74 How we do it.... Program-level analysis run every second quarter (six month intervals) Each spreadsheet (2008Q1, 2008Q3...) is placed in the same Excel workbook Program spreadsheets are created capturing performance history for each program Each programs spreadsheet is copied into its own workbook and charts are appended there.

75 Program-level Performance History: GROUPWORK Results since 2008

76 Program-level Chart: GW Male/Female Improvement Scores

77 Techie stuff.... Client ID#2 field in CAFAS is used to enter program codes (CO, GW,....) Re-run the CAFAS Export modifying the standard filter to include Client ID#2 field Use SPSS to split the export sample into program sub- samples Run reports in SPSS for each program sub-sample Cristina Vladthe staff A big thank-you to Cristina Vlad and the staff at CAFAS in Ontario for sharing their syntax files and training us on their use!

78 Value-added: some examples 1.Monitoring staff data input (compliance) 2.Face validity check on risk profile of program 3.Gender differences in improvement scores in two programs (CO, ERSP) > what do these mean?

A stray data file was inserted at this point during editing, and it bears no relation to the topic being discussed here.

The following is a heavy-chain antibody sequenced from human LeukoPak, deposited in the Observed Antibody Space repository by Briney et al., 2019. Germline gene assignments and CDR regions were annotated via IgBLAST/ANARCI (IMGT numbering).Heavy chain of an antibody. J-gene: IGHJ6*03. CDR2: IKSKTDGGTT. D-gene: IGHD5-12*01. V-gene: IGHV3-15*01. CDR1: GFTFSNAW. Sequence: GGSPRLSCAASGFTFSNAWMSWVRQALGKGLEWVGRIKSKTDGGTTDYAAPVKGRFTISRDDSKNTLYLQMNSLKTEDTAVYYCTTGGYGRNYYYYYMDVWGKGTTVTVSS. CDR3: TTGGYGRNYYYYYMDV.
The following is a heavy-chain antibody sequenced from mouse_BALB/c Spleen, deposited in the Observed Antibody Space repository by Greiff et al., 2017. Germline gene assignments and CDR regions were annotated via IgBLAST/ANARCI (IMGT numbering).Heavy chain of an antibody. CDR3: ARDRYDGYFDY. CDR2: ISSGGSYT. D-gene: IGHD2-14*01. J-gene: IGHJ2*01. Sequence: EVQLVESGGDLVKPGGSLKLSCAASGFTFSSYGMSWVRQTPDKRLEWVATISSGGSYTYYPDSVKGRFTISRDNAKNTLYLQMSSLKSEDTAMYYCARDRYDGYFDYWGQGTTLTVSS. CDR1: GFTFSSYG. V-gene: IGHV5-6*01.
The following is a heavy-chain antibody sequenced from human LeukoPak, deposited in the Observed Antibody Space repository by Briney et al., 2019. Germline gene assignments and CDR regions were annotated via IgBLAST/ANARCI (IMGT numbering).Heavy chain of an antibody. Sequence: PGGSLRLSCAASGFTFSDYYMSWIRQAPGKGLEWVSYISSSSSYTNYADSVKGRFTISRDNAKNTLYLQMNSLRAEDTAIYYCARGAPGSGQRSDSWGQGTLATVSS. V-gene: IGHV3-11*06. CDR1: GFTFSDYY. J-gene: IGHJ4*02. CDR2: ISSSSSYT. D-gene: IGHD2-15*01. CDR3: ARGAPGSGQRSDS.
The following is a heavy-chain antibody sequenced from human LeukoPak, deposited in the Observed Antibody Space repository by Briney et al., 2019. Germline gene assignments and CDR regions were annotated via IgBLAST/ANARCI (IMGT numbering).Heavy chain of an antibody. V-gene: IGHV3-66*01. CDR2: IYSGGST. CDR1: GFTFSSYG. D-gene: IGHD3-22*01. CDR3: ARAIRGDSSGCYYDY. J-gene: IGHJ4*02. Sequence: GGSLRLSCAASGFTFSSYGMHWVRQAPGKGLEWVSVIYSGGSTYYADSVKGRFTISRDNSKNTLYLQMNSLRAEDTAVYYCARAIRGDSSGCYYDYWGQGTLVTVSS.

79 Questions? Roger Rolfe, MEd, RMFT Research & QA Dept ext/238

80 Measuring Hope Building a Culture of Research and Evaluation at Pine River Institute Samantha Yamada, MEd Co-Founder

81 Pine River Institute year olds year olds Treatment for substance abuse Treatment for substance abuse Family-based Outdoor Leadership Experience Residential Treatment TransitionAftercare

82 Objectives 1. Describe the Process 2. Findings 3. Lessons Learned

83 Measuring Hope The importance of Mission The importance of Mission Defining Success Defining Success Asking The Right Questions Asking The Right Questions Being Curious Being Curious

84 Year 1 GoalsActivities Key Lessons Establish research as a priority for Pine River Data collection Challenges: Low enrollment Unstable work environment Lack of resources Competing priorities Development of data collection tools Sporadic data collection Focus groups post- program First outcomes report (internal document shared at staff retreat) Networking with key partners Feedback to staff is critical for buy-in Qualitative data collection is useful early in program development

85 Year 2 GoalsActivities Key Lessons Consistent data collection Build resources Research network Challenges: Admin changeovers Competing priorities Lack of resources Research Coordinator established Two outcome reports Quarterly feedback of results to staff Partnership with York University PhD Class Grant Application and Award Collaborate with a university Have a staff member responsible for research Support from leadership is critical